Maine Hall of Fame Members


Bill Clement
(Clement A. Paradis)

Bill Clement was born in Lewiston, Maine on June 5, 1929, the son of a textile worker. He graduated from ST. Dominic's High School in Lewiston and immediately went to work for radio station WCOU in Lewiston.

Bill was a veteran of the Korean conflict. While in the Army he was a broadcaster for the American Forces Radio in Europe. After his discharge he was employed for four years as a civilian manager of one AFN station in Italy and, at the same time, worked at another AFN station.

Upon his return he was employed for ten years at radio station WPOR in Portland, and later worked for station WKXA in Brunswick before returning to station WPOR in the fall of 1980.

Bill was a great disc jockey and exponent of country music. He was a friend to all and always ready to assist any aspiring artist in any way he could. He always gave freely of his time to assist in benefits and other country music functions.


Gus Fiore

Gus Fiore was born in Boston, Massachusetts on August 13, 1918. He started playing guitar when he was 11 years old, and has become an outstanding guitar player.

During the 1930's and 1940's, he played with the Bar-X Cowboys and Joe LaFlip at the Lone Star Ranch in Reeds Ferry, New Hampshire. During his long career, he has played with some of the most recognized names in the industry: Smilin' Bill Waters, Hal Lone Pine, Bud Bailey and the Down Easters, Smilin' Ernie Lyndel, Smiley and Sue, Ken MacKenzie and Tony and Juanita. He also appeared on the WLS National Barn Dance in Chicago, and while there worked with such stars as Lulu Belle and Scotty, and Rex Allen. He was a staff musician at the Hayloft Jamboree in Boston.

Gus traveled extensively, during the 1940's and through into the 1960's, playing the western and Midwestern States, and also making two tours to Hawaii.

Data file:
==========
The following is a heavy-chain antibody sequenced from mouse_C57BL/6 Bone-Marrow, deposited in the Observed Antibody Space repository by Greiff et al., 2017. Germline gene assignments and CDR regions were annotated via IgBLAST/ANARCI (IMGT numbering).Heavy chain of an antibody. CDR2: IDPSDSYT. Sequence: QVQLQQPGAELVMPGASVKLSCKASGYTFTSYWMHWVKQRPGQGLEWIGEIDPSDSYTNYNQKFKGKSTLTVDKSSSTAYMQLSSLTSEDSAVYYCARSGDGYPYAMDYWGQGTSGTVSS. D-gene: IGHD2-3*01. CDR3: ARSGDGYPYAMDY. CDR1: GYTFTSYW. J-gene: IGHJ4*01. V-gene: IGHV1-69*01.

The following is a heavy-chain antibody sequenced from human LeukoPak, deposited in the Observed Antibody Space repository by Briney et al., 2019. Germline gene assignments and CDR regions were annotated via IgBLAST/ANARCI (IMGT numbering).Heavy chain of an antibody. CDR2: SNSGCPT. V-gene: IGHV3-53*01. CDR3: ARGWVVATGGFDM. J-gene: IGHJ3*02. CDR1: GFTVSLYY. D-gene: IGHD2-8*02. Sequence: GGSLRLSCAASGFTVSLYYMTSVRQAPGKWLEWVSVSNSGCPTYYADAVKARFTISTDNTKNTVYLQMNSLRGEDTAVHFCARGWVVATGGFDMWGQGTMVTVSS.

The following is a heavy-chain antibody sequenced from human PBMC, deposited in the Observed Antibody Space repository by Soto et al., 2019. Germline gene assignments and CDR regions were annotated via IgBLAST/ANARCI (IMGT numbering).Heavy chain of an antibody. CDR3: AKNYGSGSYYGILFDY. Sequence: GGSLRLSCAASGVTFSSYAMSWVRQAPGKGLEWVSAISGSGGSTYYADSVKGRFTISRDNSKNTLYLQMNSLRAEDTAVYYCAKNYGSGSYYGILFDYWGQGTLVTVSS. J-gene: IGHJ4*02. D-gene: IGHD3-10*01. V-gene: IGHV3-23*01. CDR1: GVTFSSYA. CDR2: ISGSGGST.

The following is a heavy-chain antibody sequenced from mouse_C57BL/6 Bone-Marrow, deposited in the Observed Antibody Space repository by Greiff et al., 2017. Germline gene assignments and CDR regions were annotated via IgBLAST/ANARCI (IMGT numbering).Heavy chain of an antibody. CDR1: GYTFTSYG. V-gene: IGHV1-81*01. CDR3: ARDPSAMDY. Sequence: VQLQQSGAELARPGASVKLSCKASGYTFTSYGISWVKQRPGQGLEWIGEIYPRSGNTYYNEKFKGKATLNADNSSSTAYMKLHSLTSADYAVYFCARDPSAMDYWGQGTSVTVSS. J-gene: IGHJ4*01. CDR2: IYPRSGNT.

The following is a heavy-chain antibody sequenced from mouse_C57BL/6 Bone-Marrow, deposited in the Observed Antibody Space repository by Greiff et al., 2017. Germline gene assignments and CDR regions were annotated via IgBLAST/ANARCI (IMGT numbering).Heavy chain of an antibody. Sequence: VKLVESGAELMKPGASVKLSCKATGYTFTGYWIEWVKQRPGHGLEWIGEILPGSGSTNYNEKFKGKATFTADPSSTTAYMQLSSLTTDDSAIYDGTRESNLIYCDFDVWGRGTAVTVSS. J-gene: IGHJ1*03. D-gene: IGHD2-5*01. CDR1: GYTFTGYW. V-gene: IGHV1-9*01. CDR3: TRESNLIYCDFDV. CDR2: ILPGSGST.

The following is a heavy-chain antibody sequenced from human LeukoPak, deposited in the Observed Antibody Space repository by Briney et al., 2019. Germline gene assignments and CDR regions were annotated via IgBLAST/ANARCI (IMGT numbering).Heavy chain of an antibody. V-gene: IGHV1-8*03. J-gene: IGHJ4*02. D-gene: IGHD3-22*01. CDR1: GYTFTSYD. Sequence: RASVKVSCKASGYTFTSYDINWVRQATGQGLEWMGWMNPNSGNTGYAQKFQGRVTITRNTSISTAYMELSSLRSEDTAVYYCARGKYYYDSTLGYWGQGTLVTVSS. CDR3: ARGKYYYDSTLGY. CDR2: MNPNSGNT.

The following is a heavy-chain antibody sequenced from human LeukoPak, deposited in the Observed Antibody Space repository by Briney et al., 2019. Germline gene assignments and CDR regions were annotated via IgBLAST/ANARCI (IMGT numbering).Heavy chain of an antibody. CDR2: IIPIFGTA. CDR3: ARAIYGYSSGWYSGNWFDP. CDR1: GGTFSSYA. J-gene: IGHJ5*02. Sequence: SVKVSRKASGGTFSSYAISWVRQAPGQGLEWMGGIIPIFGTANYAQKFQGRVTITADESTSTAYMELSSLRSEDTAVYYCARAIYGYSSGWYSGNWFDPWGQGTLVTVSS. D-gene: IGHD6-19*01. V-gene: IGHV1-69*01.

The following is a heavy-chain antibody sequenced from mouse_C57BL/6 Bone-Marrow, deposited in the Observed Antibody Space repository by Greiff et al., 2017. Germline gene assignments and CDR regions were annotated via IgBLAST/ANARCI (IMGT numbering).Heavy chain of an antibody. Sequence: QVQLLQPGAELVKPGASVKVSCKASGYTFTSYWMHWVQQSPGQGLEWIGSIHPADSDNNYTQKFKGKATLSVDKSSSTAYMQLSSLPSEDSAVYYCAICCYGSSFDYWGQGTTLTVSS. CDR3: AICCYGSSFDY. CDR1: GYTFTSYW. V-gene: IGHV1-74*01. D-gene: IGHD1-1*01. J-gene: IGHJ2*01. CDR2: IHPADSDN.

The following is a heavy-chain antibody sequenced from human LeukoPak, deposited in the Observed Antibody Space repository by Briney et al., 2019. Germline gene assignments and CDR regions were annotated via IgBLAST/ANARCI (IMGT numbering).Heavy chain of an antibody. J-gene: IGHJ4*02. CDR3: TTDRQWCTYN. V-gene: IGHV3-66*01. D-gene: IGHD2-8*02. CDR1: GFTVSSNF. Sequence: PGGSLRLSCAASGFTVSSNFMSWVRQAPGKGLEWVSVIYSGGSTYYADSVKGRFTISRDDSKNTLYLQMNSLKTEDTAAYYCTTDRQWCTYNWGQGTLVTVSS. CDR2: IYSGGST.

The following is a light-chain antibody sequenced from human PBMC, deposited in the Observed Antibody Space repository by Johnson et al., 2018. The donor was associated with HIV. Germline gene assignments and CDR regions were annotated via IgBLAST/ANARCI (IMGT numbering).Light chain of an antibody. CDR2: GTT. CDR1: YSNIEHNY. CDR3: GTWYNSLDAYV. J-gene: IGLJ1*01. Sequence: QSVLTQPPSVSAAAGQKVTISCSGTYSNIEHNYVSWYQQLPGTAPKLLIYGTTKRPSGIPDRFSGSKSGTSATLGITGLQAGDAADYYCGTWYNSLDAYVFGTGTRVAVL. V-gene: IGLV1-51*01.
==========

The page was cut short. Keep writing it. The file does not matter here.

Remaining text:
In the early, 1960's, Gus formed his present band, The Knock Abouts, and they play clubs, dances, and stage shows in the southern Maine and nearby New Hampshire seacoast area. H and his wife, Betty, lived in Kittery Point, Maine.


Donald Roy Doane

Donald Doane was born in Kennebunkport, Maine on September 15, 1907. His interest in music began early as his mother played the piano and his father played fiddle. In 1929 Don formed the "Katahdin Mountaineers" and during the early 1950's they played dances and weddings from Kittery to Bangor and they broadcast a weekly Sunday night radio program for Sears, Roebuck & Co.

By the end of the 1930's the Mountaineers were playing the public circuit throughout New England and were radio favorites from Massachusetts to Nova Scotia. In 1939, They appeared on Major Bowes radio program in New York and performed with Kate Smith at Lake Placid.

In 1955 Don organized his first fiddlers contest as a fund-raising project for the Windham Kiwanis Club. It was so successful that many more have followed. The East Windham Community Church was built with the proceeds from Don's fiddlers contest and he has been organizing and entertaining at fiddlers contests in Maine and New Hampshire ever since.

These days, Don and his Katahdin Mountaineers are entertaining at county fairs, fiddlers contests and appearances for charities. Every Christmas season, Don plays at Portland City Hospital and a party for the blind. This year he was presented with a gold watch by the officers of Lancaster, N.H. fair for having played at that fair for 50 consecutive years.


Paul Roberts
(Paul Metivier)

Paul Roberts was born in Dorchester, Massachusetts on March 30, 1915. During the late 1930's and early to mid 1940's, Paul and his wife Ann, were very popular entertainers throughout central and northern Maine, as well as the Maritime Provinces.

It was during the early 1940's while living in Skowhegan, Maine, that Paul wrote "There's A Star Spangled Banner Waving Somewhere", which has been recorded by more than 50 artists. it was the first country song to be sung on the "Lucky Strike Hit Parade", and also the first country song to appear on the "pop" music rack on Broadway. Probably the best known recording, and a million seller, was Elton Britt's version.